Don’t do it. Think long & hard about every single field you’re adding to your form & ask yourself, “Do I need this field?” If you don’t, then remove it.
Even if you are 50/50 on whether or not you require, remove it. Too often we fall into the mind trap of thinking that this MIGHT be useful if we had it & then some how end up with a 20 field Contact Us form. That’s insane.

Back to our freelancer example, why did we want a phone number? Are we ever going to call a potential customer by phone? If not—then remove it. Removing fields has shown that people make them far more often (to the tune of 120% better completion rate in one study!)

Only add fields for stuff that you need. If you’re on the fence about something, remove it & see if you do need it later on. If you do, you can attach it back in as you know you’ll want it. But I’ll bet you won’t even notice it was gone in the first place.

3. Ridiculously Long, & Confusing Field Labels

“The name given to you at birth by your father & mother.”
“The family name given to y’all at birth by your parents.”
“The date when you were born.”

“What place would you prefer to travel to if given the option & money were not a concern & if you’d never visited there previously.”

These are horrible field labels. Seriously, don’t do these things. These are advanced examples (btw, one of those above is real) but the lesson here is simple: just be simple & direct. Instead of asking, “The date when you were born” ask, “When is your birthday.” Be concise, clear & people will get it easier to access their information into your forms.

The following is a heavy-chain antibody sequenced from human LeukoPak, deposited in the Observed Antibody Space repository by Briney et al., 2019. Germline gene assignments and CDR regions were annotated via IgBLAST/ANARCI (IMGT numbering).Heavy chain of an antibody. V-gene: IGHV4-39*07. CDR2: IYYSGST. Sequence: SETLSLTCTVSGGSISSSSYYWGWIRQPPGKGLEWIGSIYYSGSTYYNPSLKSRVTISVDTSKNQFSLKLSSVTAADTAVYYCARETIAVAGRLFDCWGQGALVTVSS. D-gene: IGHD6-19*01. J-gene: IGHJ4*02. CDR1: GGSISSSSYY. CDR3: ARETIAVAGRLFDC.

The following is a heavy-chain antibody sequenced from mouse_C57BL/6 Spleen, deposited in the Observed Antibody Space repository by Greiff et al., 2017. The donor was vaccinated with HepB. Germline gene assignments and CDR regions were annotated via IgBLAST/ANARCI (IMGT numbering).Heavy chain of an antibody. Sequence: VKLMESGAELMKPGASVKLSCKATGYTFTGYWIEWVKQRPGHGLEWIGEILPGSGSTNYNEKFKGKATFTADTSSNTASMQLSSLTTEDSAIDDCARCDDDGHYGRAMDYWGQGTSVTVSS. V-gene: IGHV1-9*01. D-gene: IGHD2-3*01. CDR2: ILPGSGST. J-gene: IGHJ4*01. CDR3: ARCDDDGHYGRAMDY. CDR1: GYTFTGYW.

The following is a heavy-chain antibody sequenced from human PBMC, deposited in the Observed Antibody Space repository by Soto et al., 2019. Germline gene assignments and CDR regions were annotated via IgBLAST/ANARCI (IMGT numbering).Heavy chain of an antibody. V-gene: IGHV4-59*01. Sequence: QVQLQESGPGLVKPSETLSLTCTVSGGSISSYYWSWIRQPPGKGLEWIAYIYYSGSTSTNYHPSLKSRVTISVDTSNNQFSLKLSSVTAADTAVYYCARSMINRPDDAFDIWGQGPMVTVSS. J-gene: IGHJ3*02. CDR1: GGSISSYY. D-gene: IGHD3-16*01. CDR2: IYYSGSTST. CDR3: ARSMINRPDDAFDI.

Much like #2 above, you require to take the time to give a long look at each of your field labels & make sure you’re being as straightforward as possible. Microcontent & editing is as important now as it was back in 1998 when Jakob Nielsen wrote about it. If you think it’s solid enough, try again to see if you can remove more words while still retaining the spirit of the message. The smallest of changes could make a system of difference in the number of people who start & complete your forms.

If you follow (err, or, uh, NOT follow) these tips, I think you’ll find that your forms will be easier to digest, easier to understand, & easier to complete. More of your users & potential customers will find themselves at the finish line of your form, & you’ll collect more & even better data.

Stay tuned here for more Tips & Tricks to come. & don’t forget, if you’ve got some DON’Ts that people should avoid when making their forms, share them below! Also, try to add more & more forms on your site using Live Forms to increase user conversation.

WordPress Live Form v4: An Overview Of Its Features
How To Create A Contact Form In WordPress?

Leave a Comment

Your email address will not be published. Required fields are marked *